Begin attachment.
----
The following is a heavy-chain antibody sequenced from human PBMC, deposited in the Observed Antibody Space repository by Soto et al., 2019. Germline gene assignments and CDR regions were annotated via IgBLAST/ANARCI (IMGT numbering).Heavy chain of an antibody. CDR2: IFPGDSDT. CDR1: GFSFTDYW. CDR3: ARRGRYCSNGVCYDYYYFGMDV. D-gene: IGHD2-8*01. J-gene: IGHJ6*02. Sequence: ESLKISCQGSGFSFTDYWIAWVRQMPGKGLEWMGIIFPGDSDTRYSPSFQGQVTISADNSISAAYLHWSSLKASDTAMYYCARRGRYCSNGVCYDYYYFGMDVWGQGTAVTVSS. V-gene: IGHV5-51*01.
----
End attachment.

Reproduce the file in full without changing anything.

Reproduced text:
The following is a heavy-chain antibody sequenced from human PBMC, deposited in the Observed Antibody Space repository by Soto et al., 2019. Germline gene assignments and CDR regions were annotated via IgBLAST/ANARCI (IMGT numbering).Heavy chain of an antibody. CDR2: IFPGDSDT. CDR1: GFSFTDYW. CDR3: ARRGRYCSNGVCYDYYYFGMDV. D-gene: IGHD2-8*01. J-gene: IGHJ6*02. Sequence: ESLKISCQGSGFSFTDYWIAWVRQMPGKGLEWMGIIFPGDSDTRYSPSFQGQVTISADNSISAAYLHWSSLKASDTAMYYCARRGRYCSNGVCYDYYYFGMDVWGQGTAVTVSS. V-gene: IGHV5-51*01.